Asia @ Noon

Asia@Noon talks are held many Fridays throughout the academic year held in various rooms across North Campus. The presenter usually speaks for about 45 minutes, with time for discussion at the end of each talk. Undergraduates, graduate students, faculty, and people from the Buffalo community are invited and encouraged to attend. If you are a scholar of Asia-related research, we invite you to contact us about speaking at Asia@Noon.


Dr. Zhongtian Han, "Institutionalization within Revolution: The Chinese Communist Party’s Radio Communications and Reconnaissance, 1936–1941"

Zhongtian Han.

Date: October 13, 2023
Time: 12:00-1:00 PM
Place: Park 280

Abstract: TBA

Dr. Zhongtian Han is Visiting Assistant Professor of Chinese History at Department of History, University at Buffalo. Zhongtian is a historian of modern China, specialized in the Chinese Communist revolution, science and technology, and intelligence. His work on these topics has been published in War in History. Zhongtian’s book project, Institutionalization within Revolution: The Chinese Communist Party’s Radio Communications and Reconnaissance, 1930–1953, uses Chinese, Japanese, and English-language archival sources to analyze how the Party employed radio technologies to create an institutional framework to centralize the revolutionary movement and seize intelligence advantages in military struggles. His second book project explores how the Party developed the intellectual and institutional frameworks of meteorology to build a knowledge infrastructure for the socialist state in the 1950s and 1960s.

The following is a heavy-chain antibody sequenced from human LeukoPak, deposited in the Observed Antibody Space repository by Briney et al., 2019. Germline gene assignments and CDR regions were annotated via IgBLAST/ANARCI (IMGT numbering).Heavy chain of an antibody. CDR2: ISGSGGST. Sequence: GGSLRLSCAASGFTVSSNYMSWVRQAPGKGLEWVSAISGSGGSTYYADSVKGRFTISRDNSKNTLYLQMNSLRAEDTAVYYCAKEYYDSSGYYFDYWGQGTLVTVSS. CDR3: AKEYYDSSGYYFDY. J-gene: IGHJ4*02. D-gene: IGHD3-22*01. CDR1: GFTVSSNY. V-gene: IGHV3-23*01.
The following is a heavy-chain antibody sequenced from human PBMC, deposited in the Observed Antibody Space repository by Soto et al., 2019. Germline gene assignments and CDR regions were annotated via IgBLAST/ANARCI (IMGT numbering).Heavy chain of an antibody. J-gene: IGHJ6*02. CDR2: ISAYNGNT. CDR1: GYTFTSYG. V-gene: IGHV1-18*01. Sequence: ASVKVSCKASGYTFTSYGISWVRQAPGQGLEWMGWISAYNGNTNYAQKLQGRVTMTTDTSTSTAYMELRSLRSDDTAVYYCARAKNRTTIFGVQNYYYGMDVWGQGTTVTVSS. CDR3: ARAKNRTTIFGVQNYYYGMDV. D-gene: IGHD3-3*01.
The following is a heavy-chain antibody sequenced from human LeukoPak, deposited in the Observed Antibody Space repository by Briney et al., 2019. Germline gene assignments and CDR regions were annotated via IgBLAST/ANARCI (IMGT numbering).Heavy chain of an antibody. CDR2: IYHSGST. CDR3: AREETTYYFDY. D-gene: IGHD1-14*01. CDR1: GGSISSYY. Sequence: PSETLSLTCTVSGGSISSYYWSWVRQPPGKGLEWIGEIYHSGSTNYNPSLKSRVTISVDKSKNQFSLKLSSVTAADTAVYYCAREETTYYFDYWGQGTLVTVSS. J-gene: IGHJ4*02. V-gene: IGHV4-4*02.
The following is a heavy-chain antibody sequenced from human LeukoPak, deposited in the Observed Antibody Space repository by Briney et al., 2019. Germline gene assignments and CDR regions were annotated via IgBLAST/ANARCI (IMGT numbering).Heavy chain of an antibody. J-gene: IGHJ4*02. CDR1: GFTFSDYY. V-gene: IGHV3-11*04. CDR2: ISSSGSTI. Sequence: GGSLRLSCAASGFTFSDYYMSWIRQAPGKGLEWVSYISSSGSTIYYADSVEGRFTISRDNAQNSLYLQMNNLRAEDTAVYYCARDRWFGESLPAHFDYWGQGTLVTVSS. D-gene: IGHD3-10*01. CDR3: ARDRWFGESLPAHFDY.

Before joining University at Buffalo, Zhongtian received his PhD in history from George Washington University. He was also a Hans J. Morgenthau fellow of grand strategy at the University of Notre Dame. Additionally, Zhongtian has been the instructor of record for graduate and undergraduate Asian history courses at the University of Pennsylvania and the University of Maryland, College Park.

Dr. Daniel Stephens, "The Role of Attention in Early Chinese Ethics"

Dr. Daniel Stephens.

Date: Ocotber 20, 2023
Time: 12:00-1:00 PM
Place: Park 280

In this talk, I first show that several early Chinese thinkers take the training of both attentional control and specific habits of attention to be crucial to the process of developing one’s ethical character. After explaining these views of attention, I argue that they are largely empirically supportable. I conclude by arguing that there are important normative upshots that follow from accepting such views of attention, including the need to develop what I call “an ethics of attention”.

Past Events